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rachelle.turk
Administrator
Posts: 48


5/25/2018
rachelle.turk
Administrator
Posts: 48
There is only one harbour on the island, Avatui. It has no facilities for yachts. On approach you call 16, harbourmaster. Don’t bother before 9am as there’s no one in the office.
You are required to use your own anchor and moor Med style to the quay wall. There are large black tyres about every 2 metres. To go ashore use your dinghy and go about 75 metres to a ladder around the corner, and it’s not that easy to get onto from a dinghy.
There is constant motion in the harbour from the prevailing SE trades, and you need a long bow line to shore to hold position when the bullets arrive. In northerly winds it is untenable.
There is a lot of dirt and dust blowing around and after 3 days the boat was filthy.
If you need any machine work done then Rarotonga Welding is excellent, and for second hand boat parts ask for Keith, about 1 kilometre from the harbour. Garbage is collected 3 days a week, there are no bins.
The island is well worth a visit, and you will get clearance to visit the other islands without all the paperwork. Saturday morning market is well worth a visit. BlueSky is the phone and internet provider, both in town and the market.
The burocracy is maddening. In theory all officials arrive close to each other. In fact the health check was at 08.30, the Customs in the afternoon and Bio Security never appeared. Harbour dues are $2.48 per foot per day, cash only in the harbour office, Customes worked out at $95 per person for a 3 day visit, they take cards in the office. Immigration is at the end of town with the Customs. Health check was $40. All in all, almost $550 for the visit.
Would I go back? Probably not.

Palmerston Island is beautiful with extraordinarily kind people. When you arrive, calling EA on 16 you are met by one of the families and helped onto your mooring, there are about 8 available. The same boat is your transport through the reef to the island. Don’t even think about doing the passage yourself. Position of the moorings is on the NW of the island, 18 02 810S,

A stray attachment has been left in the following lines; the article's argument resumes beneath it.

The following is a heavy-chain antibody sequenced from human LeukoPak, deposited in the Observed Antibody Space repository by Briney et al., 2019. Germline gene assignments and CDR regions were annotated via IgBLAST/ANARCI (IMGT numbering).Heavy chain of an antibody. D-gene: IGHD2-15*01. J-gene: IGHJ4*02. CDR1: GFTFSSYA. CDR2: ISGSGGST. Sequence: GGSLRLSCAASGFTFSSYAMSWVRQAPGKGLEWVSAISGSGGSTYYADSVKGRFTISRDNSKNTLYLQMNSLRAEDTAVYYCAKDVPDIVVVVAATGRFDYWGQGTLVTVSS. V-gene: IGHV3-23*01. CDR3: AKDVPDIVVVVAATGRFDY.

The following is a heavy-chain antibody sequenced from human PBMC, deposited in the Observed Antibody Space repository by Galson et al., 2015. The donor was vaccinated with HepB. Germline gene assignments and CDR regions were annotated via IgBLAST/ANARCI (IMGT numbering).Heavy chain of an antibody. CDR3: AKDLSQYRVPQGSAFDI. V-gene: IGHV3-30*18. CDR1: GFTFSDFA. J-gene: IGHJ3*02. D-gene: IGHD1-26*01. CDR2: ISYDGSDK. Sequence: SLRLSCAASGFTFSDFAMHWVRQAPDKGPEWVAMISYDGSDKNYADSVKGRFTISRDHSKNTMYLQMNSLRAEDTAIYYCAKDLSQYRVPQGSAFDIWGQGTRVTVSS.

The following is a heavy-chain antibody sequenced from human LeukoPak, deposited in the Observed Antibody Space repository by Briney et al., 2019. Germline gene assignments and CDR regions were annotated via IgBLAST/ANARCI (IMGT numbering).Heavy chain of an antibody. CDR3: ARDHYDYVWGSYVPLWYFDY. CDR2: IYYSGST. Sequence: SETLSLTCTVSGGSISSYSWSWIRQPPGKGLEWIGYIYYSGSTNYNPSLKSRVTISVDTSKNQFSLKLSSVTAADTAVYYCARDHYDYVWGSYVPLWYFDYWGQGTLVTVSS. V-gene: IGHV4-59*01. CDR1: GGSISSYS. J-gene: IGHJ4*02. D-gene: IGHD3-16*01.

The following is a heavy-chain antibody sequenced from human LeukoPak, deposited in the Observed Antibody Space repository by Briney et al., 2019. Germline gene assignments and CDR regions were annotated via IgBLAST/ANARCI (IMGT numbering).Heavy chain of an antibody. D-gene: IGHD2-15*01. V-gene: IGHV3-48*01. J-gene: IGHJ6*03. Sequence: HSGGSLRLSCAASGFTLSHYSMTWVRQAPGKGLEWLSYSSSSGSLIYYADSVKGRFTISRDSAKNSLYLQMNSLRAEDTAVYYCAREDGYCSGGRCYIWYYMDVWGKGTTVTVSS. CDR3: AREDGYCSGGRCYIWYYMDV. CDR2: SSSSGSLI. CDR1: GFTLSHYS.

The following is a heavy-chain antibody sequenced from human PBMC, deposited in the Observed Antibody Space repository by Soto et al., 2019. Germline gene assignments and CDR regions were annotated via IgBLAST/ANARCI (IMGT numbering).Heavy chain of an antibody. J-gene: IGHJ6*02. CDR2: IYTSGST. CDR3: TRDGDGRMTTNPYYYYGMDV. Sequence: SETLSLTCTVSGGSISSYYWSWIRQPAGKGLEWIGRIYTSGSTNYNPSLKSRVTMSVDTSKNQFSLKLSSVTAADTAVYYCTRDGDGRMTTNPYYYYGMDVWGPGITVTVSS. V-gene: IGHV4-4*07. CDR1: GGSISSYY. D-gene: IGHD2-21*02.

163 11 552W.
We had to stay on board till the Bio Security and Customs checked us over, $20 fee in cash. Customs officer is the island administrator and the Bio Security is also the Mayor. We were met by Edward, the policeman. He will accept any sort of surplus boat bits you may have. Contact him on phone at Cook Islands 87265, 37616 or 37617, or email edwardjohndickmarsters@hotmail.com before you leave for the island. You will be asked to bring goods for the island.
Mooring is $10 per night and includes the transport each day, and lunch on shore in the family house.
Nothing is too much trouble, and if you’re there on Sunday then go to the 10 o’clock church service. It’s in Cook Island Maori and English. Women to wear a dress and hat, men long pants and shirt.
3 days is long enough for a visit. Edward accepts cash payment and will also put laundry through his machine for you. There is phone and internet, and you can buy access cards from BlueSky Monday to Friday until 2pm. Internet is slow and not reliable.
This is a really beautiful small island, current population is 40 plus, normally 60 plus. There is a nurse and clinic there, but no doctor.
If you’re going near, stop and visit, you will not be disappointed.

Hugh Pilsworth,
BlueFlyer.
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